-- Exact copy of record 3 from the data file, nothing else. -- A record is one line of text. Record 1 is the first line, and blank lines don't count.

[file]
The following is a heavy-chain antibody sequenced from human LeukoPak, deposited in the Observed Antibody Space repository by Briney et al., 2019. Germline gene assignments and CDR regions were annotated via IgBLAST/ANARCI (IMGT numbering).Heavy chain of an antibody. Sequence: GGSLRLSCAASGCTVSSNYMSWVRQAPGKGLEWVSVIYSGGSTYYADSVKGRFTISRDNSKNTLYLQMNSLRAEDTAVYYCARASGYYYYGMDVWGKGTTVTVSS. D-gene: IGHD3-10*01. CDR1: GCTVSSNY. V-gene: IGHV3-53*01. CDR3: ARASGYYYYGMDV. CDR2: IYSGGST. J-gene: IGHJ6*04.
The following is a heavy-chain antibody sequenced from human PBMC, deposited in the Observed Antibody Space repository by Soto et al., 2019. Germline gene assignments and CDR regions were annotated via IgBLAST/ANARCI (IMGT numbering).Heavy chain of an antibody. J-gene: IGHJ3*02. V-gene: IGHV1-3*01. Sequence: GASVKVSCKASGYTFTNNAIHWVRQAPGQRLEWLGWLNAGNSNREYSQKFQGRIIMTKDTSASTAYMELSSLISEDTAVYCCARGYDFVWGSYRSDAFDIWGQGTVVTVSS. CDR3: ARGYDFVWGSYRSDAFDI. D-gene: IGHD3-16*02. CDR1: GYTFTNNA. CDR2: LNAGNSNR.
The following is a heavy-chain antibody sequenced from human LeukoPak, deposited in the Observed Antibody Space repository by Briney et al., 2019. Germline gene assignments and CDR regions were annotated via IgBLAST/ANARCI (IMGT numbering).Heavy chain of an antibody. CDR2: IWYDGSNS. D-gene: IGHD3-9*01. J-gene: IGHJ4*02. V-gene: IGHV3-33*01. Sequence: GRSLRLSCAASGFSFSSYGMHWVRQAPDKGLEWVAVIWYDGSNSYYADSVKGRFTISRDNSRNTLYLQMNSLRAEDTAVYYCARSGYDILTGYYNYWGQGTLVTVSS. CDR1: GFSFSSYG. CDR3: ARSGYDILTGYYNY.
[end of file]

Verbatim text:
The following is a heavy-chain antibody sequenced from human LeukoPak, deposited in the Observed Antibody Space repository by Briney et al., 2019. Germline gene assignments and CDR regions were annotated via IgBLAST/ANARCI (IMGT numbering).Heavy chain of an antibody. CDR2: IWYDGSNS. D-gene: IGHD3-9*01. J-gene: IGHJ4*02. V-gene: IGHV3-33*01. Sequence: GRSLRLSCAASGFSFSSYGMHWVRQAPDKGLEWVAVIWYDGSNSYYADSVKGRFTISRDNSRNTLYLQMNSLRAEDTAVYYCARSGYDILTGYYNYWGQGTLVTVSS. CDR1: GFSFSSYG. CDR3: ARSGYDILTGYYNY.